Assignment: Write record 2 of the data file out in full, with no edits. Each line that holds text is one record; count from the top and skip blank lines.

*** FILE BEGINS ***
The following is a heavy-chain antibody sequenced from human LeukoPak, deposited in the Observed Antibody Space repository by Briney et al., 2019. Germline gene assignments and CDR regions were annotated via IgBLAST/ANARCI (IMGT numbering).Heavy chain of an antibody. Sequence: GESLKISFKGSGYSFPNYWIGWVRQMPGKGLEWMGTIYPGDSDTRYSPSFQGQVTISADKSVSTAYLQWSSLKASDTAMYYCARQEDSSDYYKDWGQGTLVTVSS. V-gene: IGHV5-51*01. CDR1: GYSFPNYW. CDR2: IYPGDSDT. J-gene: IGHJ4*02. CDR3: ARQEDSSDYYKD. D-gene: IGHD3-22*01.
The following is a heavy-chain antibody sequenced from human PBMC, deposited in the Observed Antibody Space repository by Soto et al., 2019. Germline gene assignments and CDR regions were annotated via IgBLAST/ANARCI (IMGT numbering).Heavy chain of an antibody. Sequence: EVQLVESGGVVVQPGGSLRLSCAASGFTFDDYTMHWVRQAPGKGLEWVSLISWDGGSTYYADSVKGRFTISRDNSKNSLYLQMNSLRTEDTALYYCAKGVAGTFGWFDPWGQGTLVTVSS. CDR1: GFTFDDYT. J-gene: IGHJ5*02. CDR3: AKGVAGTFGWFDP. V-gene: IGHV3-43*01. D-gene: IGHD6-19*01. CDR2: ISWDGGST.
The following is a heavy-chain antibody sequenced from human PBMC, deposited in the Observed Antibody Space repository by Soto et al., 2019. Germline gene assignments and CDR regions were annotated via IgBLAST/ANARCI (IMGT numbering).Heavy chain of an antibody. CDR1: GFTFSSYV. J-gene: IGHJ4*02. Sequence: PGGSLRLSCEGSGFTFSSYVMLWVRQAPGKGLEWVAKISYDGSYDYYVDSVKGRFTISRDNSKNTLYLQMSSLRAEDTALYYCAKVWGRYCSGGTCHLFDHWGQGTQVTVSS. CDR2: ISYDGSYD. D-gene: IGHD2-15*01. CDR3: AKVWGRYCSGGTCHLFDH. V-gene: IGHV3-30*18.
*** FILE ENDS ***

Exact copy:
The following is a heavy-chain antibody sequenced from human PBMC, deposited in the Observed Antibody Space repository by Soto et al., 2019. Germline gene assignments and CDR regions were annotated via IgBLAST/ANARCI (IMGT numbering).Heavy chain of an antibody. Sequence: EVQLVESGGVVVQPGGSLRLSCAASGFTFDDYTMHWVRQAPGKGLEWVSLISWDGGSTYYADSVKGRFTISRDNSKNSLYLQMNSLRTEDTALYYCAKGVAGTFGWFDPWGQGTLVTVSS. CDR1: GFTFDDYT. J-gene: IGHJ5*02. CDR3: AKGVAGTFGWFDP. V-gene: IGHV3-43*01. D-gene: IGHD6-19*01. CDR2: ISWDGGST.